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Saturday, 23 July 2016

Touchy subject

Recent studies suggest that condom use is on the decline in South Africa - so how do women there get their partners to use condoms? via BBC News - Health Read More Here..

Friday, 22 July 2016

Alcohol linked to at least seven cancers – not just liver cancer

The more alcohol you drink, the higher your risk of cancers like breast and colon cancer. But research suggests that there is no "safe" level of consumption via New Scientist - Health Read More Here..

Menopause reversal restores periods and produces fertile eggs

Women who have already passed through the menopause may be able to have children following a blood treatment usually used to heal wounds via New Scientist - Health Read More Here..

How Does The Brain Organize Memories Across Time?

Research on the organization of our memory has long been a topic of fascination among neuroscientists given that this could lead to treatments for reversing cognitive impairments. Here, we review some recent findings on how memory is organized which show the importance of a coordinated “wave” of neuronal activity in spatial navigation, and the temporal nature underlying how linked memories are encoded.

To this end, the results described herein highlight the crucial and variable role of the hippocampus – the brain’s memory centre – in the formation and consolidation of our memories, and by extension our sense of identity.

Conducting the brain’s neuronal “orchestra”: spatial maps in our mind’s eye

For a mouse, how is a map of space updated and produced when it is navigating its environment? In a recent study, scientists report for the first time that the CA1 central hippocampal area in the mouse brain is responsible for this map – and that this occurs via neural wave input from brain regions nearby. To demonstrate this, the hippocampal area CA3 located near to CA1 was manipulated such that its input was turned off. Indeed, when the input was stopped, there was a significant jumbling of the updated maps.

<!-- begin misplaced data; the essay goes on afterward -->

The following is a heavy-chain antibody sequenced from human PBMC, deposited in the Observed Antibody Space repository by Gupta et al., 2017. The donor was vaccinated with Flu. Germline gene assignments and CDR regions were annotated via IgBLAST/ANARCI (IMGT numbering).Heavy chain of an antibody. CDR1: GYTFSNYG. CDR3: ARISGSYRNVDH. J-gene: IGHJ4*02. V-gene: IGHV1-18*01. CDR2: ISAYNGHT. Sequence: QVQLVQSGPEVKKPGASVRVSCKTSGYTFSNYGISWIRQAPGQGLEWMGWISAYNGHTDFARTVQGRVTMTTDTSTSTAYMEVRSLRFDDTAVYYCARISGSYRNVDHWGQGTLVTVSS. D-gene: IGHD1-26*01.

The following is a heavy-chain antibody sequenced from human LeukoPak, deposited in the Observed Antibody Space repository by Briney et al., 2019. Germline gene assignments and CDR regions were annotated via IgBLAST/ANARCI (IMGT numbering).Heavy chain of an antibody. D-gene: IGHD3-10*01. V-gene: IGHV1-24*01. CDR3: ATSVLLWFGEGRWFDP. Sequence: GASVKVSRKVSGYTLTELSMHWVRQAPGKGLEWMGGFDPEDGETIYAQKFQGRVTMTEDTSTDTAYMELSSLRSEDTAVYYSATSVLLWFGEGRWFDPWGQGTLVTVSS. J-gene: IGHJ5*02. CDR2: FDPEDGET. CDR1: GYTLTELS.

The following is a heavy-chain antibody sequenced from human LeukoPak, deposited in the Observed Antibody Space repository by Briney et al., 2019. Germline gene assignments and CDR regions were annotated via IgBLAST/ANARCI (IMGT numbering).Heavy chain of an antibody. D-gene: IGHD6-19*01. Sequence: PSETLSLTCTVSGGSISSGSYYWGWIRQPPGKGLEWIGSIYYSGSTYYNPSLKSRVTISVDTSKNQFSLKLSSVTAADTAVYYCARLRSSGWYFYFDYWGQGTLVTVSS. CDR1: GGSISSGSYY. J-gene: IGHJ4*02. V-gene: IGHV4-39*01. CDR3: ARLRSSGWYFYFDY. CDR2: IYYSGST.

In this study, mice were genetically engineered to express a toxin in CA3 that stopped the function of synaptic junctions connecting CA3 to other areas of the brain. This does not change neuronal activity but removes communication between synapses, and allowed the scientists to investigate what happens to the space map in CA1 when CA3 input was eliminated.

Next, the electric current from individual neurons and the total electric current from a larger group of neurons (termed local field potentials) were recorded while mice ran on a track. The scientists would then be able to measure each theta cycle, or the time over which the neural spatial map in the hippocampus was updated as determined by the activity of the mice.

Although the transgenic mice had no difficulty in performing a navigation task, and single neuron signals could accurately represent spatial information, the key finding was that there were clear errors in the organization of these neuronal signals at the global population level. A simple analogy to illustrate this would be that eliminating the input from CA3 to CA1 did not alter the neural “music” but instead removed the “conductor”.

This study is the first to shed light on the circuitry connecting ensembles of place cells (a type of hippocampal neuron involved in spatial navigation) and how they update themselves. More specifically, removing CA3 input would hinder the ability to predict spatial location. This highlights the critical importance of neurons activating in sequence to ensure that we can organize memories across time.